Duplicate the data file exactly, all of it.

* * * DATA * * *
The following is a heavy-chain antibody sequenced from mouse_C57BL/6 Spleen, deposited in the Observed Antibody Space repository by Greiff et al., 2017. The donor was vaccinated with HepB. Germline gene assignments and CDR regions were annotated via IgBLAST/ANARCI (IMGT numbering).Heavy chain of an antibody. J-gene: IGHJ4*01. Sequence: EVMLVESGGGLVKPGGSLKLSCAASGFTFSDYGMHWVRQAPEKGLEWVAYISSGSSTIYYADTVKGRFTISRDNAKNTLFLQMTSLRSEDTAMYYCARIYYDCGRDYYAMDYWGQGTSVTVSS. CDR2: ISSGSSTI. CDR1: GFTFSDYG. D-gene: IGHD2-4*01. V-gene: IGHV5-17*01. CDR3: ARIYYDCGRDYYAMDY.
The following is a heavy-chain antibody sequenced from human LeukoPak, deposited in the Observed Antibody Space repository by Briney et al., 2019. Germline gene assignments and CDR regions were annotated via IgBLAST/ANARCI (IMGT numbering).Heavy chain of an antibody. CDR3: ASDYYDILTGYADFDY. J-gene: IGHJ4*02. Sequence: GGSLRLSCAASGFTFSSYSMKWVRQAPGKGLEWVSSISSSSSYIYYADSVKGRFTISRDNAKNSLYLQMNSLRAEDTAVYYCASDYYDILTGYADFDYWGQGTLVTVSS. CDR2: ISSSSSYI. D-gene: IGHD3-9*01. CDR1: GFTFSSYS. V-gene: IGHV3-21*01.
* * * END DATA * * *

The following is a heavy-chain antibody sequenced from mouse_C57BL/6 Spleen, deposited in the Observed Antibody Space repository by Greiff et al., 2017. The donor was vaccinated with HepB. Germline gene assignments and CDR regions were annotated via IgBLAST/ANARCI (IMGT numbering).Heavy chain of an antibody. J-gene: IGHJ4*01. Sequence: EVMLVESGGGLVKPGGSLKLSCAASGFTFSDYGMHWVRQAPEKGLEWVAYISSGSSTIYYADTVKGRFTISRDNAKNTLFLQMTSLRSEDTAMYYCARIYYDCGRDYYAMDYWGQGTSVTVSS. CDR2: ISSGSSTI. CDR1: GFTFSDYG. D-gene: IGHD2-4*01. V-gene: IGHV5-17*01. CDR3: ARIYYDCGRDYYAMDY.
The following is a heavy-chain antibody sequenced from human LeukoPak, deposited in the Observed Antibody Space repository by Briney et al., 2019. Germline gene assignments and CDR regions were annotated via IgBLAST/ANARCI (IMGT numbering).Heavy chain of an antibody. CDR3: ASDYYDILTGYADFDY. J-gene: IGHJ4*02. Sequence: GGSLRLSCAASGFTFSSYSMKWVRQAPGKGLEWVSSISSSSSYIYYADSVKGRFTISRDNAKNSLYLQMNSLRAEDTAVYYCASDYYDILTGYADFDYWGQGTLVTVSS. CDR2: ISSSSSYI. D-gene: IGHD3-9*01. CDR1: GFTFSSYS. V-gene: IGHV3-21*01.